The Latest: US still mulling retaliation for French tech tax

From left, Bank of Japan governor Haruhiko Kuroda, World Bank President David Malpass, Eurogroup President Mario Centeno, British Chancellor of the Exchequer Philip Hammond, Bank of Canada Governor Stephen Poloz, German Finance Minister Olaf Scholz, Federal Reserve Chair Jerome Powell, US Treasury Secretary Steve Mnuchin, Bank of England Governor Mark Carney, Bank of France Governor Francois Villeroy de Galhau, European Commissioner for Economic and Financial Affairs Pierre Moscovici, French Finance Minister Bruno Le Maire, Italian Economy and Finance Minister Giovanni Tria, Japan's Finance Minister Taro Aso, Organization for Economic Cooperation and Development (OECD) Secretary-General Angel Gurria, Canada's Finance Minister Bill Morneau, European Central Bank President Mario Draghi, German Bundesbank President Jens Weidmann, Bank of Italy Governor Ignazio Visco and International Monetary Fund (IMF) Deputy Managing Director David Lipton pose for a group photo at the G-7 Finance in Chantilly, north of Paris, on Wednesday, July 17, 2019. (AP Photo/Michel Euler)
Melinda Gates, right, and US Treasury Secretary Steve Mnuchin attend a meeting at the G-7 Finance in Chantilly, north of Paris, on Thursday, July 18, 2019. (AP Photo/Michel Euler)
French Finance Minister Bruno Le Maire, left, talks to US Treasury Secretary Steve Mnuchin during a meeting at the G-7 Finance in Chantilly, north of Paris, on Thursday, July 18, 2019. (AP Photo/Michel Euler)
US Treasury Secretary Steve Mnuchin, front center, stands next to Chief Executive of the World Bank Kristalina Georgieva, front left, and Bank of France Deputy Governor Sylvie Goulard, front right, prior a group photo at the G-7 Finance in Chantilly, north of Paris, on Wednesday, July 17, 2019. The Group of Seven rich democracies' top finance officials gathered Wednesday at a chateau near Paris in search of common ground on the threats posed by digital currencies. (AP Photo/Michel Euler)
US Treasury Secretary Steve Mnuchin, German Finance Minister Olaf Scholz and Canada's Finance Minister Bill Morneau, from left, walk at the G-7 Finance in Chantilly, north of Paris, on Wednesday, July 17, 2019. The Group of Seven rich democracies' top finance officials gathered Wednesday at a chateau near Paris in search of common ground on the threats posed by digital currencies. (AP Photo/Michel Euler)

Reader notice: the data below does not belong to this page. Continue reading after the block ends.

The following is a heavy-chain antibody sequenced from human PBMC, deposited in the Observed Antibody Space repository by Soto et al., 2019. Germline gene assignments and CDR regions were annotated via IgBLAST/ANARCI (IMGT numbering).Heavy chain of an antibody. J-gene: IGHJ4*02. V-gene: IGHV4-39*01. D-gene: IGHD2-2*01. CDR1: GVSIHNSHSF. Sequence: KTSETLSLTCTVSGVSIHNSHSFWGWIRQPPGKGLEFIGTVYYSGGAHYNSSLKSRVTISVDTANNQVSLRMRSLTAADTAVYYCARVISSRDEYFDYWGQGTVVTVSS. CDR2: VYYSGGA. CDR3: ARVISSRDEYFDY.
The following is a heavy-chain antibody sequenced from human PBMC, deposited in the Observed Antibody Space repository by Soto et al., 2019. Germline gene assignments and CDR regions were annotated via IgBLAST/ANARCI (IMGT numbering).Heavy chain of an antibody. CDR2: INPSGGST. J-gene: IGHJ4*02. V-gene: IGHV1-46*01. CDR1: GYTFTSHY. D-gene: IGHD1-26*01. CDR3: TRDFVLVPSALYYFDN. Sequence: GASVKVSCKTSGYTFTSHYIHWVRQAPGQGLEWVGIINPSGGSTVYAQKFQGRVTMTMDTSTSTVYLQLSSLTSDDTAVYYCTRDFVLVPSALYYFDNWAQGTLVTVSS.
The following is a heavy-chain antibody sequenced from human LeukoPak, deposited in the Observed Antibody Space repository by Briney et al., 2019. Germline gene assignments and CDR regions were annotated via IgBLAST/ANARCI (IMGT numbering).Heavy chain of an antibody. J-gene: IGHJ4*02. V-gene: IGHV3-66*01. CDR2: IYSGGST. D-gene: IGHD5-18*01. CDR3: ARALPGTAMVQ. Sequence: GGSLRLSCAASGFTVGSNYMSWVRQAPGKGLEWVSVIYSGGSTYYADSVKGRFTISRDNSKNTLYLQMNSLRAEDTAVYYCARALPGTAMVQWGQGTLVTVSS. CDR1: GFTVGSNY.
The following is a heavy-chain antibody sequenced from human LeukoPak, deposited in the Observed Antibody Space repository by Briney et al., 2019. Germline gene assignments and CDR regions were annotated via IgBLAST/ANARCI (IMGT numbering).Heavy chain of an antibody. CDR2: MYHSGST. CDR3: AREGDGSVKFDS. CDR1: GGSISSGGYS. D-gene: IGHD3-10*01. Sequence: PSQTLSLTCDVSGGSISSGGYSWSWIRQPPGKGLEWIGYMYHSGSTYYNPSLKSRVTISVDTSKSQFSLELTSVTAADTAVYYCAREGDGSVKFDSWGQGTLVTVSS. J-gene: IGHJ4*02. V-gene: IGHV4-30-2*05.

US Treasury Secretary Steve Mnuchin, second left, talks to Chief Executive of the World Bank Kristalina Georgieva, left, next to Japan's Finance Minister Taro Aso, second right, and Bank of France Governor Francois Villeroy de Galhau, right, prior a group photo at the G-7 Finance in Chantilly, north of Paris, on Wednesday, July 17, 2019. The Group of Seven rich democracies' top finance officials gathered Wednesday at a chateau near Paris in search of common ground on the threats posed by digital currencies. (AP Photo/Michel Euler)

CHANTILLY, France — The Latest on the G-7 finance ministers' meeting (all times local):

12:50 p.m.

U.S. Treasury Secretary Steven Mnuchin says the White House will press ahead with its investigation of France's digital tax, which is aimed at companies like Google and Amazon, as a possible unfair trade measure that could lead to retaliation.

Mnuchin made the comment at the Group of Seven finance ministers meeting Thursday in Chantilly, France. He said that work would continue on an internationally backed way to make sure tech companies pay their fair share of taxes: "We're going to run a two-tracked process."

France's Finance Minister Bruno Le Maire said that France wasn't yet ready to back off its 3% tax on digital revenues of large Internet-based firms, but could withdraw the national measure if an international solution is finally decided next year.

U.S. trade officials are looking into the tax as a possible discriminatory measure aimed at U.S. companies.

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12:05 p.m.

Top finance officials from the Group of Seven rich democracies are warning that cryptocurrencies like Facebook's Libra should not come into use before "serious regulatory and systemic concerns" are addressed. 

The chairman's concluding summary from the G-7 meeting in Chantilly, France, on Thursday says the officials "agreed" that so-called stablecoins - cryptocurrencies pegged to real currencies - will have to meet "the highest standards" of financial regulation to prevent money laundering or threats to the stability of the banking and financial system. 

The statement says ministers including French host Bruno Le Maire and U.S. Treasury Secretary Steven Mnuchin agreed that those concerns must be addressed "before such projects can be implemented."

The summary says that the seven countries also expect the outlines of a global agreement on taxing digital business by next January.

It said the agreement would allow companies to be taxed in countries where they have no physical presence, and provide for an arbitration forum.

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11:10 a.m.

Finance ministers from the Group of Seven rich democracies are sounding the alarm on the dangers of cryptocurrencies and pouring cold water on Facebook's Libra as they wrap up a meeting in Chantilly, France.

Officials from the U.S., France and others have sounded skeptical so far about Libra and cryptocurrencies, which are high on the two-day gathering's agenda.

Yet the meeting, which will set the stage for a summit of the G-7 heads of state and government in August, is also exposing differences on views on how to tax digital businesses. The U.S. and France in particular are at odds.

U.S. Treasury Secretary Steven Mnuchin has told his French counterpart, Bruno Le Maire, that the U.S. government objects to Paris' plans to tax tech giants like Facebook and Google.

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